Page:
(Crystal Proenza is associate editor of RealEstateFlorida.)

|

MIAMI-During the first quarter of 2008, the South Floridaindustrial real estate market has experienced an increase invacancy rates and stabilizing rents. However, market reports andexperts say the region is just experiencing equalization after 2007saw rising rents, sometimes in the double digits, and record-lowvacancy rates under 5%. Rising fuel costs are also putting a strainon the industrial market, making it more expensive to operatecommercial vehicles.

|

In Miami-Dade County, the current vacancy rate is 6.3%, which ishigher than last year, but still below the statewide average of6.5%, according to research by Cushman & Wakefield of Florida.Meanwhile, a first-quarter report by CB Richard Ellis points to anincrease in sublease space in the region, offering more leasingopportunities than at any time in the last four years.

|

"I think the biggest impact to our market is downsizing inwarehouse industrial users related to the housing industry," saysJose Juncadella, principal of Coral Gables-based FairchildPartners. "Companies producing building products, appliances, tiledistributors, etc., have been adversely affected with the downturnin the economy."

|

Supply and demand in Miami were balanced in the quarter,creating a flattening of rental rates. The average rental rate forall of South Florida is around $7 triple net, says Juncadella,noting that less movement in the industrial market has pushed rentsto stabilize. CBRE reports that the decrease in activity ispartially due to potential investors having difficulty gettingfinancing.

|

"In terms of the rental rates there has definitely been a shift,especially in the last six months or so, that the tenant may havegained some ground," says Audley Bosch, C&W associate directorof industrial brokerage. "In previous quarters, it was a dominantlandlord's position."

|

That seems to be the case in Broward County especially, wherelandlords have begun offering concessions as a reaction to alessening demand. C&W reports a continued equilibrium in theBroward market for the first quarter, with a negative absorption of558,369 sf.

|

The biggest industrial sale in South Florida during the firstquarter was the 207,737-sf Broward Office Flex Portfolio, a$22.2-million deal taking place in Fort Lauderdale. Mizzen LLCpurchased the property, which consists of three sites includingoffice, showroom and warehouse space situated on 17 acres, fromJamie Danburg. Both the buyer and seller were represented by Marcus& Millichap.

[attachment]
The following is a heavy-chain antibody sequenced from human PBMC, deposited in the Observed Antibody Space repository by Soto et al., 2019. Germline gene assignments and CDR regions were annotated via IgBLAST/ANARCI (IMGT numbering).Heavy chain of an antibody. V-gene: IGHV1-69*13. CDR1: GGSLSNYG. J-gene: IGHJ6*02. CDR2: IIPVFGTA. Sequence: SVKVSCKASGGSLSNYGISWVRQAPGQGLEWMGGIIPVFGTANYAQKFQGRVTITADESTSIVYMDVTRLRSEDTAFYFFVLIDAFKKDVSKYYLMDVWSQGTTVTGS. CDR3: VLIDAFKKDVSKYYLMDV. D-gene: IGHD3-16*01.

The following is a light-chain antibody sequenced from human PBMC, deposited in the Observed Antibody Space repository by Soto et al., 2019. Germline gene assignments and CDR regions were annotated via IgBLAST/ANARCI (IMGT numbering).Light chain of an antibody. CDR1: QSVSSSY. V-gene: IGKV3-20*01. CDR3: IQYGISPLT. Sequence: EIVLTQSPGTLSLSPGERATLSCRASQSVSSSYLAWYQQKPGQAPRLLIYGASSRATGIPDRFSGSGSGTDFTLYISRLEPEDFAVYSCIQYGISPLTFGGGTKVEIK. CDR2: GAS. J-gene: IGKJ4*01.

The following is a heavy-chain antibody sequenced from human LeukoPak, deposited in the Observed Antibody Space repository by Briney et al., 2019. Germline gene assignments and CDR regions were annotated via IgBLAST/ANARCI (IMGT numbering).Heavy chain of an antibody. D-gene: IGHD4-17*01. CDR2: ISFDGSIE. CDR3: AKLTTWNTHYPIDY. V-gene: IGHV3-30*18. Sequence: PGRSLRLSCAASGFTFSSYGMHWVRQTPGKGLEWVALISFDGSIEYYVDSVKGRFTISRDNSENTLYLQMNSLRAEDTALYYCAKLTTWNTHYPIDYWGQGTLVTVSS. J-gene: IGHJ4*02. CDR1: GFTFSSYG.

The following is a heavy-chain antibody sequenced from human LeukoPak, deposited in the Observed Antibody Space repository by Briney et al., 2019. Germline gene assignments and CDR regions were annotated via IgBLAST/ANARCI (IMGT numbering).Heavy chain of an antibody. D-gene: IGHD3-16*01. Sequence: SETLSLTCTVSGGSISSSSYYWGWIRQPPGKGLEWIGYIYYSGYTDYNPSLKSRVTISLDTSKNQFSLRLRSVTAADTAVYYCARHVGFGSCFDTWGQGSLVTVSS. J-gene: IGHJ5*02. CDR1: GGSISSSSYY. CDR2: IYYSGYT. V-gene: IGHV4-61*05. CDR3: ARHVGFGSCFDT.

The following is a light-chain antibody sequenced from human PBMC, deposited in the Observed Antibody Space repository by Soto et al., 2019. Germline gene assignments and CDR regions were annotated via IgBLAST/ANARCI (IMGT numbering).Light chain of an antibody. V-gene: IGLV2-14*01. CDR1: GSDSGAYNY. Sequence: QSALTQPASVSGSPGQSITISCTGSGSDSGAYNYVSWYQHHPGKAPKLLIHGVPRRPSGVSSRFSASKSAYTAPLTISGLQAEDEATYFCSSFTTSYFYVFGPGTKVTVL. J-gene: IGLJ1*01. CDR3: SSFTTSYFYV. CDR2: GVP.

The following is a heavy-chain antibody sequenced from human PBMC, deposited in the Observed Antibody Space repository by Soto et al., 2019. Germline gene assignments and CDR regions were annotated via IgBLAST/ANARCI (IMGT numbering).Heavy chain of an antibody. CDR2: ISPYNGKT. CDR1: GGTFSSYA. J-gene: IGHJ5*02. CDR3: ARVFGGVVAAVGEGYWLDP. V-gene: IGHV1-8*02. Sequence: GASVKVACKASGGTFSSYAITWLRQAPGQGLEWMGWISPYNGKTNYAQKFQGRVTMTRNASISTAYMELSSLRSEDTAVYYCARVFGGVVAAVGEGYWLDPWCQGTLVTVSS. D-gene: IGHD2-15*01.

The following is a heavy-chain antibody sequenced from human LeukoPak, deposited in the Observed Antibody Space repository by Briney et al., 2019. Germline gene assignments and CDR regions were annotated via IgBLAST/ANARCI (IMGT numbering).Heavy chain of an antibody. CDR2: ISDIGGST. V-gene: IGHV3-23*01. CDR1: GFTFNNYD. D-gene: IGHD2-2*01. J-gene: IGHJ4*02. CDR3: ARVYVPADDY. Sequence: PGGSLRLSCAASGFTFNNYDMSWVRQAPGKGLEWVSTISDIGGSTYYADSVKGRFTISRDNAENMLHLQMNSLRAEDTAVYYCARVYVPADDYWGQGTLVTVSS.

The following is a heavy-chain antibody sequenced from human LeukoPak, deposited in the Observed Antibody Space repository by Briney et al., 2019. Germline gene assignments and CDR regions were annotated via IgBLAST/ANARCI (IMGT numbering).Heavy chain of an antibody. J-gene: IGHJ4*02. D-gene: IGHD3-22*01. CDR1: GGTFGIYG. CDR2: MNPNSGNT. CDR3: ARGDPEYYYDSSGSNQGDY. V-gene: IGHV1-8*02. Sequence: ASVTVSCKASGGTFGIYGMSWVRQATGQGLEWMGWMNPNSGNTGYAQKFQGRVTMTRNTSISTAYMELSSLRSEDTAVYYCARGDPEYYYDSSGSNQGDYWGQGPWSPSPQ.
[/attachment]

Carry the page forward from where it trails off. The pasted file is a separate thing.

|

Broward's industrial vacancy rate was unchanged over the quarterat 5.4%, but was slightly higher than the rate a year earlier.Big-box industrial facilities, which CBRE defines as buildings over100,000 sf, reported a higher vacancy rate of 7.7 percent andavailability rate of 9.6%, inching closer to the nationalindustrial vacancy rate of 10%. Projects under construction inBroward totaled 3.3 million sf, which C&W cites as a sign ofdevelopers' confidence in the local market.

|

Palm Beach County's industrial market remains tight with vacancyat 3.6%, the lowest rate in six quarters, according to C&W.Leasing activity increased 29% from a year ago, with the averagelease rate at $8.54 price per sf triple net, according to CBRE.More than a million sf is under construction, which is expected toraise the vacancy rate slightly when projects are complete.

|

Despite the rise in vacancy and stabilized rental rates, expertsbelieve the region is insulated from major effects of theresidential downturn and corporate downsizing because ofinternational trade. With expansions going on at MiamiInternational Airport and the Port of Miami, industrialdistribution fundamentals remain strong. "We're shining in thestate as a market, especially in industrial real estate in relationto our international population and companies," Bosch tellsGlobeSt.com, noting the short distance to Central and South Americaduring times of rising fuel costs.

|

"Overall the market is slow," says Juncadella. "We're not seeinga tremendous velocity of deals, but there are still strongindicators that things will get better once the perception ofrecession dies down."

Want to continue reading?
Become a Free ALM Digital Reader.

  • Unlimited access to GlobeSt and other free ALM publications
  • Access to 15 years of GlobeSt archives
  • Your choice of GlobeSt digital newsletters and over 70 others from popular sister publications
  • 1 free article* every 30 days across the ALM subscription network
  • Exclusive discounts on ALM events and publications
NOT FOR REPRINT

© 2024 ALM Global, LLC, All Rights Reserved. Request academic re-use from www.copyright.com. All other uses, submit a request to [email protected]. For more information visit Asset & Logo Licensing.